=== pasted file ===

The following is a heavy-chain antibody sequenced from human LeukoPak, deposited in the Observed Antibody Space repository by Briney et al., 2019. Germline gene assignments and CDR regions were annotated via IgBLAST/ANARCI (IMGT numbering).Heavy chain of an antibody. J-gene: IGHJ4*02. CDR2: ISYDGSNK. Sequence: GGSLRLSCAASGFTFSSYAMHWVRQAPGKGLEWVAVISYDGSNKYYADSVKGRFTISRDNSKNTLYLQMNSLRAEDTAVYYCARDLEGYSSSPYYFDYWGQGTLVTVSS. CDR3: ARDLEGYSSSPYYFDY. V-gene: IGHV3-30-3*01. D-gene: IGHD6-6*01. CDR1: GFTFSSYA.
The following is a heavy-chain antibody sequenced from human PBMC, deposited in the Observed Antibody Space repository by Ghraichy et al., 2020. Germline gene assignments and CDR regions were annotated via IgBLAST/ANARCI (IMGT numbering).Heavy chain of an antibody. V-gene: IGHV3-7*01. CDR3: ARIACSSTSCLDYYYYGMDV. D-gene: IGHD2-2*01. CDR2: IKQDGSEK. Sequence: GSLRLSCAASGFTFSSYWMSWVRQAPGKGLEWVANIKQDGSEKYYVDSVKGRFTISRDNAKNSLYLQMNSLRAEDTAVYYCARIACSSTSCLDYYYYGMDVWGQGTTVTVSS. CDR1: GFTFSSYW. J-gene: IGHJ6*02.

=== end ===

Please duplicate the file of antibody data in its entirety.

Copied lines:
The following is a heavy-chain antibody sequenced from human LeukoPak, deposited in the Observed Antibody Space repository by Briney et al., 2019. Germline gene assignments and CDR regions were annotated via IgBLAST/ANARCI (IMGT numbering).Heavy chain of an antibody. J-gene: IGHJ4*02. CDR2: ISYDGSNK. Sequence: GGSLRLSCAASGFTFSSYAMHWVRQAPGKGLEWVAVISYDGSNKYYADSVKGRFTISRDNSKNTLYLQMNSLRAEDTAVYYCARDLEGYSSSPYYFDYWGQGTLVTVSS. CDR3: ARDLEGYSSSPYYFDY. V-gene: IGHV3-30-3*01. D-gene: IGHD6-6*01. CDR1: GFTFSSYA.
The following is a heavy-chain antibody sequenced from human PBMC, deposited in the Observed Antibody Space repository by Ghraichy et al., 2020. Germline gene assignments and CDR regions were annotated via IgBLAST/ANARCI (IMGT numbering).Heavy chain of an antibody. V-gene: IGHV3-7*01. CDR3: ARIACSSTSCLDYYYYGMDV. D-gene: IGHD2-2*01. CDR2: IKQDGSEK. Sequence: GSLRLSCAASGFTFSSYWMSWVRQAPGKGLEWVANIKQDGSEKYYVDSVKGRFTISRDNAKNSLYLQMNSLRAEDTAVYYCARIACSSTSCLDYYYYGMDVWGQGTTVTVSS. CDR1: GFTFSSYW. J-gene: IGHJ6*02.